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Best Brunches San Francisco 2008 -

Brunch can be a relaxing and delightful meal, not to mention affordable. Diverse settings range from a noisy factory-inspired box with cement walls and floors to a bucolic backyard patio that transports you far away from city streets. And the basic egg has changes rung on it from Down Under to Old N'Awlins.

South Food & Wine Bar
330 Townsend (at Fourth St.), 974-5599
www.southfwb.com

The Australian menu at the chic and modern South Food & Wine Bar showcases many original and enticing dishes. The toasted coconut bread served with New Zealand honey should not be missed, nor the warmed crumpets that come with butter, marmalade, and mashed banana. Main courses include an egg glazed with truffle sauce served atop citrus-cured fresh salmon; sweet corn fritters with bacon and maple syrup; and South's signature crab and enoki mushroom omelette in a miso broth. The Aussie "big breakfast" is big indeed: steak, sausage, bacon, fried eggs, mushrooms, sliced avocado, and toast. You might need a nap after finishing that meal, mate.

Slow Club
2501 Mariposa (at Hampshire),
241-9390
www.slowclub.com

There are a few sidewalk tables outside the cement-walled Slow Club, whose minimal interior is industrial chic to the max. But the weekend brunch menu is lively and imaginative: it changes frequently, but you might find a turkey sausage hash (augmented with potatoes, yams, apples, and onions, and topped with poached eggs, baby arugula, and Cheddar), or grilled flatbread (topped with apples, caramelized onions, baked egg, Montasio cheese, and sage), or an asparagus frittata topped with roasted tomato relish. An excellent burger, Caesar salad, and two eggs with home fries, bacon or sausage, and a biscuit can always be found.

Savor
3913 24th St. (at Sanchez), 282-0344

The big draw at Savor is hidden behind it: a spacious and tree-shaded courtyard patio. Everything on the extensive menu is named: The La Mancha omelette contains chicken-apple sausage, mushrooms, scallions, and provolone; the Provence egg scramble, fresh salmon, spinach, onions, and goat cheese; Haifa French toast is made with challah and topped with apple pie filling. There are ten different savory crepe dishes, and four variations on eggs Benedict. No reservations, but call ahead and they'll put you on the list.

Brenda's French Soul Food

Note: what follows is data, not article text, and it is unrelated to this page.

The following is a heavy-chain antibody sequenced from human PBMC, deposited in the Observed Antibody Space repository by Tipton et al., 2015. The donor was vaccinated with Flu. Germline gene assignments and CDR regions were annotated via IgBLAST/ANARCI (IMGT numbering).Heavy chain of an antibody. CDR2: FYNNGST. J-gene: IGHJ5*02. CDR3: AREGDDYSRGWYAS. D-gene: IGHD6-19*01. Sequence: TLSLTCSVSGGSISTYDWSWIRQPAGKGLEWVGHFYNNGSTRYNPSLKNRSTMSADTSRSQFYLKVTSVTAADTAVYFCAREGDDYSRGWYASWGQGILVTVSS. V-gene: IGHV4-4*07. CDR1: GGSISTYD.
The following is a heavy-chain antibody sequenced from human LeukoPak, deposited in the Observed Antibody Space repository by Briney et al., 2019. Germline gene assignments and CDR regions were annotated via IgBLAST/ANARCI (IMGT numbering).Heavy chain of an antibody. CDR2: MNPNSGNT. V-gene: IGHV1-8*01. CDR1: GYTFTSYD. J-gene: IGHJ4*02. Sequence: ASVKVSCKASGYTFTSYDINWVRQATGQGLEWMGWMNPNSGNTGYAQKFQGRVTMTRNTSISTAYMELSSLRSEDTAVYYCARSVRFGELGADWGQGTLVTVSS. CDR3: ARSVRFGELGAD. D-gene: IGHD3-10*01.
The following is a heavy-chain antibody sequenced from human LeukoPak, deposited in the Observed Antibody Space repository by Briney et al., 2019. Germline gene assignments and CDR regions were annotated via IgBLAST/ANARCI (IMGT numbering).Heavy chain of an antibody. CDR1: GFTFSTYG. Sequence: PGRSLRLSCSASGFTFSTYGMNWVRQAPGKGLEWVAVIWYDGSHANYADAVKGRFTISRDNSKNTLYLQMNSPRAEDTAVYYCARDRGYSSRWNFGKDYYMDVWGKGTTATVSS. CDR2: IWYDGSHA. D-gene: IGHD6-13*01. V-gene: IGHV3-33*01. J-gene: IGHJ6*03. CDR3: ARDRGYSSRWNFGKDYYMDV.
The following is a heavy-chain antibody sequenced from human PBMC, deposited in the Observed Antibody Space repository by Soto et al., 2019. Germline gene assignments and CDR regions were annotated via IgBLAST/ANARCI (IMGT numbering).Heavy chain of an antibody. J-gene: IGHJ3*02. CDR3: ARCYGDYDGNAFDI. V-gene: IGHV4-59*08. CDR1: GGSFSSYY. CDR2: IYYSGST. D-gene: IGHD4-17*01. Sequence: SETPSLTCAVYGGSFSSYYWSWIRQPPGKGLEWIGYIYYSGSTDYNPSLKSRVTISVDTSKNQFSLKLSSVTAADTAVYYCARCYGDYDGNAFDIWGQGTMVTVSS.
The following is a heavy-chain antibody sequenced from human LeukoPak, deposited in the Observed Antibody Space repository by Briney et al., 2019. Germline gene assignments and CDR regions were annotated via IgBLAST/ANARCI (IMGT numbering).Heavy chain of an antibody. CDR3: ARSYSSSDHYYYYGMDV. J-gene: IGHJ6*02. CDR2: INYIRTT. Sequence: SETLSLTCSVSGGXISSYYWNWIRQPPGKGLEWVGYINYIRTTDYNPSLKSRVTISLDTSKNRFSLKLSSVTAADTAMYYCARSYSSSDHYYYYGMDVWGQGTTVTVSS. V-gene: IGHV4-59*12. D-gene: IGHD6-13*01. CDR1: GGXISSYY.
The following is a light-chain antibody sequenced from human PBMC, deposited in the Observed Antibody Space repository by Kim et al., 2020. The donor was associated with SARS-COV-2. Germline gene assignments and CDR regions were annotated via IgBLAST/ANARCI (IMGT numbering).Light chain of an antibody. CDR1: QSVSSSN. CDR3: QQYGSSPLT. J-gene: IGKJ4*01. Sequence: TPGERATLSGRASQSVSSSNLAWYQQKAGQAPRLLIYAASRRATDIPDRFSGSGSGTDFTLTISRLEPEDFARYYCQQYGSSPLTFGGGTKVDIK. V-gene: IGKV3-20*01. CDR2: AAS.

652 Polk (at Eddy), 345-8100
www.frenchsoulfood.com

Brenda's says it serves breakfast and lunch Monday through Friday, and brunch on Saturdays on Sundays. The two menus are so similar that this is a place where you can have a relaxed brunch feast seven days a week. Brenda's version of French soul food is New Orleans Cajun-Creole: grillades and grits (beef cutlets in spicy sauce); andouille and Cheddar omelette; a Creole veggie omelette stuffed with corn maque choux, tomato, onions, peppers, spinach, and cheese; an egg-and-bacon tartine, bacon, scrambled egg, Gruyère and tomato-bacon hash piled on a toasted French roll. Don't miss the beignets – plain or stuffed with chocolate, apples, or crawfish!

Dottie's True Blue Cafe
522 Jones (at O'Farrell), 885-2767

An unassuming shoebox with a cheesy awning smack in the middle of the Tenderloin, Dottie's has been commanding hour-long weekend brunch waits for years. Of course, the wait makes the food taste at least 15 percent better. Inside, the drop ceiling and matching cozy ephemera make the place feel even smaller, and the air is moist with maple syrup. But Dottie's uses the dive vibe to its advantage, making standard brunch fare with couture twists (rosemary lamb sausage, homemade buttermilk dill toast, goat cheese) seem especially groundbreaking. Eggy French toast and buttery pastries round out the baked goods selection. Portions are hefty, but so are price tags (at least for this area). Still, it's not just tourists suffering out there on not-yet-spring mornings. Just be prepared: Bring a book, and a sweater.

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